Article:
It is an old reflex of Turkey’s state tradition to collectively imprison political figures who express the desires of the Kurdish people. Collective arrests started in 1959 with the imprisonment of forty-nine Kurdish intellectuals and turned into collective executions in the 1990s. Now—during the tenure of the Adalet ve Kalkınma Partisi (AKP – Justice and Development Party) of Prime Minister Erdoğan—they have taken the form of sensational mass detentions through the so-called KCK operations under which almost 8000 people have been arrested since 2009. Continue reading
The Kurdish Institute, the International Publishers Association, and International PEN give their responses to the arrests of Ragip Zarakolu and Busra Ersnli, on 28 October 2011, below. You can also find Peace in Kurdistan Campaign’s statement on the arrests here.
The Kurdish Institute: Zarakolu and Ersanli arrested by court
A Turkish court on Tuesday decided to put under arrest 44 people, including Publisher Ragip Zarakolu and Prof. Busra Ersanli, on charges of membership in the so-called KCK (Union of Kurdistan Communities). They were among about 50 suspects detained over the weekend in a crackdown on the same charges.
After the interrogation at the police, all 50 persons were taken to the Istanbul Courthouse on Monday morning. The prosecutor decided to take 47 of them to court with the demand to arrest them. Continue reading
Solidarity with the Victims of All Genocides
& The Forum for Stateless Nations
Genocide, war crimes and the role of the AKP Government in obstructing the peace process in Turkey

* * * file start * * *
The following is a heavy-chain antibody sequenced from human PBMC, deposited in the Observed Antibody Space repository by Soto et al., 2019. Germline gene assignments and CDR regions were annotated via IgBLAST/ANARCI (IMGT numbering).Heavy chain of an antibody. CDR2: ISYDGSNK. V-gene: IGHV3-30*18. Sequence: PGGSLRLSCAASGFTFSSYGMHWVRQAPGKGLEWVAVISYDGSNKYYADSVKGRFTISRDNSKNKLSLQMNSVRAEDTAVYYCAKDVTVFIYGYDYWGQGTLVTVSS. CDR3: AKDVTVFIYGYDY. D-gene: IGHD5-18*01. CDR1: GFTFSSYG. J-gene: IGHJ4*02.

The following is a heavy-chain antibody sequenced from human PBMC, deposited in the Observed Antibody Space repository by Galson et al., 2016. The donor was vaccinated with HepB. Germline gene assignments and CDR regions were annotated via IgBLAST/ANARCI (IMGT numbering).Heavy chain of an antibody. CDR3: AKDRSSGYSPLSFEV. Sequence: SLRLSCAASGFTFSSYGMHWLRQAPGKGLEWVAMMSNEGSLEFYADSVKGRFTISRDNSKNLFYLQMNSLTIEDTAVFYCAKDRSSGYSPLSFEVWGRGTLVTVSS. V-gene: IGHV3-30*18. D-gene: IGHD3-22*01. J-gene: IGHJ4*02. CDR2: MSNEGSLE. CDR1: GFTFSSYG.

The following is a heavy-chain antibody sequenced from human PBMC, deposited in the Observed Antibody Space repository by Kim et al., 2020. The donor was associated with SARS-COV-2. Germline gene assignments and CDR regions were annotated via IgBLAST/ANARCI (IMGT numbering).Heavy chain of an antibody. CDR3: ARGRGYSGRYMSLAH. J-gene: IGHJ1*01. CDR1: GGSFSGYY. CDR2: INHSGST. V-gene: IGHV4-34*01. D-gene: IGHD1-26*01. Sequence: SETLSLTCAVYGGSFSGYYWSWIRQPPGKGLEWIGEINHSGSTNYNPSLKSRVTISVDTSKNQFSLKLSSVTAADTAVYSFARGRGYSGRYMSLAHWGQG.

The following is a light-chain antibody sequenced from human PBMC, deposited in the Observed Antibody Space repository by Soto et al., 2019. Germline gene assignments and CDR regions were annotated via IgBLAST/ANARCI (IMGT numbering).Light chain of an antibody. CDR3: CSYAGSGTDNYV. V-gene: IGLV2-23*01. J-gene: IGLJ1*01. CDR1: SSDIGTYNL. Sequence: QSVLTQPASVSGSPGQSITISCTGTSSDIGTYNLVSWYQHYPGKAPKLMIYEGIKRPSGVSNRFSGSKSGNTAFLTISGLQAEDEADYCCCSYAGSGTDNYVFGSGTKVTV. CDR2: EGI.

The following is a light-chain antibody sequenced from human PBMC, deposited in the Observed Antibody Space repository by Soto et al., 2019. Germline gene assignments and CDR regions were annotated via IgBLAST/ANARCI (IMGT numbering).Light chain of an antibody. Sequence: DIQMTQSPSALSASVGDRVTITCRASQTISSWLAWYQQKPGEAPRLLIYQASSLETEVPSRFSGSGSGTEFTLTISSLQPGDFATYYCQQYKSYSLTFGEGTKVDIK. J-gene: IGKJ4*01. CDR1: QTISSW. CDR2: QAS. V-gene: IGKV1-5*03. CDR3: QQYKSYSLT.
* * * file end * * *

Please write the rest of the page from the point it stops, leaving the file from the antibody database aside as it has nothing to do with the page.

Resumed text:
An Appeal to UK MP’s to sign EDM 2267
30 October 2011
Last week, our lobby of MP’s and protest outside the Turkish Embassy in London sought to bring attention to the recent wave of arrests of academics and politicians in Turkey. These arrests came as no surprise. Have successive UK governments not turned a blind eye to the fact that the modern Turkish State came about following the seal of approval by Britain and its allies (in the Treaty of Lausanne) of the successful and merciless Genocide of the Armenian, Assyrian-Syriac and Greek populations as well as ‘Others’ from 1915 onwards? (by the CUP and/or Kemalist led nationalists). Have we not turned a blind eye to continued persecution of its national ‘minorities’ by the state of Turkey since its inception? What will it take, I wonder, for a British Prime Minister to robustly call for the government of Turkey to respect its National Minorities, to bravely face its Genocidal past, and to confront the reality of its totalitarian present posing as a democracy? Continue reading